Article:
In 2008, Patti Waldmier of the Financial Times referred to a McKinsey survey that said, "Chinese consumers are becoming more price conscious, less brand-loyal and generally harder to please." Oh, how times have changed. A recent Harris Poll found that, compared to eight other developed and developing countries, Chinese shoppers love shopping the most and are second to India when asked if luxury brands are important. This beats out the US, known for its consumer addiction and endless credit card debt, where only one-third of respondents said they enjoyed shopping. Somehow the Chinese, with an average income of about $4,000, love shopping so much they even managed to become Louis Vuitton's number one customer. Holy crap.
Though you could easily walk down Shanghai's East Nanjing Road or Beijing's Wangfujing district and find any luxury handbag from Chanel to Hermes or brand clothing from Armani to Zara, the Chinese don't stop there. Bloomberg Businessweek reports that more and more Chinese tourists are headed to Europe not only for the thrill of shopping like the rich and famous, but because traveling to Europe for luxury brands is cheaper than buying at home with a Chinese tariff, though this may change soon.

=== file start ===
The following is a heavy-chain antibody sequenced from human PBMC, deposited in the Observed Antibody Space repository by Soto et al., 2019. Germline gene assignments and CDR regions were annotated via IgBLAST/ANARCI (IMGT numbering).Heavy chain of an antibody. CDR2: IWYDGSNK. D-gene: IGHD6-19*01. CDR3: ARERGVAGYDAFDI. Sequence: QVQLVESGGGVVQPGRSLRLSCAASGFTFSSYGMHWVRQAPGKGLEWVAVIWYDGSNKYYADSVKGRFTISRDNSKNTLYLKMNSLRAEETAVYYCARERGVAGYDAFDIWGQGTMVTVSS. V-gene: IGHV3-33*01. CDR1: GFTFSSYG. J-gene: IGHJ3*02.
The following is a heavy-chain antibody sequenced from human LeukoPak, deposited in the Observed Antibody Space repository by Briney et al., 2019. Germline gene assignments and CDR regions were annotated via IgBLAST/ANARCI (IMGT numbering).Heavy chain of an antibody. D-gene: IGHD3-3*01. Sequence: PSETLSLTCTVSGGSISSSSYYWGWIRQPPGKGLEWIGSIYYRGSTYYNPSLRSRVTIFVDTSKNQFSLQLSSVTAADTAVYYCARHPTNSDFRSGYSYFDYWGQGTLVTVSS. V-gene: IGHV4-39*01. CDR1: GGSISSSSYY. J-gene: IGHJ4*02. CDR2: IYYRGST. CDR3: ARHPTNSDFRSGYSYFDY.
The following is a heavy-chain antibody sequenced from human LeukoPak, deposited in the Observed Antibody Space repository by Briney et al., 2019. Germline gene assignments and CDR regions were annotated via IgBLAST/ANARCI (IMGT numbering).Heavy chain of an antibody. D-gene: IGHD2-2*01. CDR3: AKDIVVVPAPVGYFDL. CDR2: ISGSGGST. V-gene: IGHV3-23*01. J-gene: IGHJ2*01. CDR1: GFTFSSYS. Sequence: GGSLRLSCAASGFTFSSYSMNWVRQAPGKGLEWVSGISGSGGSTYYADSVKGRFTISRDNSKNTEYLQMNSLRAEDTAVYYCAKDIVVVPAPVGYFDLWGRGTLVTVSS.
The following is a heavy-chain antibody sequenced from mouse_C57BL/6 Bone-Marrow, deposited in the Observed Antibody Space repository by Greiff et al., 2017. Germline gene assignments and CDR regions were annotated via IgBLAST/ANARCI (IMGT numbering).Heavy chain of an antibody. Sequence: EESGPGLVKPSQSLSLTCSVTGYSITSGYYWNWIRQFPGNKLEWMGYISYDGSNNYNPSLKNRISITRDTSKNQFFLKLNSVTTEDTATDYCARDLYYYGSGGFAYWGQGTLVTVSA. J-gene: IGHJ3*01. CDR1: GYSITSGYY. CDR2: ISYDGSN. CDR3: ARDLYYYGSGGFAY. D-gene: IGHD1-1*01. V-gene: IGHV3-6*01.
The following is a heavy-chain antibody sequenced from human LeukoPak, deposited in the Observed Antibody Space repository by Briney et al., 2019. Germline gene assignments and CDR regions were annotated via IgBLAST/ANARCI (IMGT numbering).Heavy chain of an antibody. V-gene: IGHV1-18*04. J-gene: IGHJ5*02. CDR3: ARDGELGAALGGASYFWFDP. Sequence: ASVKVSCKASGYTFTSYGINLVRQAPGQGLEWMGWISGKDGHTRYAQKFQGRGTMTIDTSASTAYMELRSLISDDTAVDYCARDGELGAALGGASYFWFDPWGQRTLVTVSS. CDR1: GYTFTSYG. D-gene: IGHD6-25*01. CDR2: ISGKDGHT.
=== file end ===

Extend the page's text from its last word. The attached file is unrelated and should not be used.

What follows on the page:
From Business Week: "For mainland visitors, lower prices and bigger selection are the main draw of buying Chanel in Paris vs. Shanghai...Coach handbags, or bao bao in Chinese...costs more than $4,700 in China, while the Hermes Kelly...has a ticket of about $8,800. In Paris, the same bags are priced at $3,900 and $6,500, respectively." It's pretty astounding how quickly the Chinese consumers have latched onto the hypnotizing magic of upscale brands, and the trend seems unremitting. But let's take this news with a grain of salt. The shifu driving you home from the bar is probably not buying his wife a Coach purses for New Year's, nor is a restaurant fuwuyuan spending her weekend shopping at Versace. We believe that these luxury purchases are being made by a minority of Chinese people that can afford to show off their wealth—see 20 year-old brat from last week. Riding on the eve of the CCP's 90th birthday, we wonder if the generation of revolutionaries ever hoped for a day when Italian and French brands paved the streets of Shanghai and where people were willing to spend a third of their income on a purse.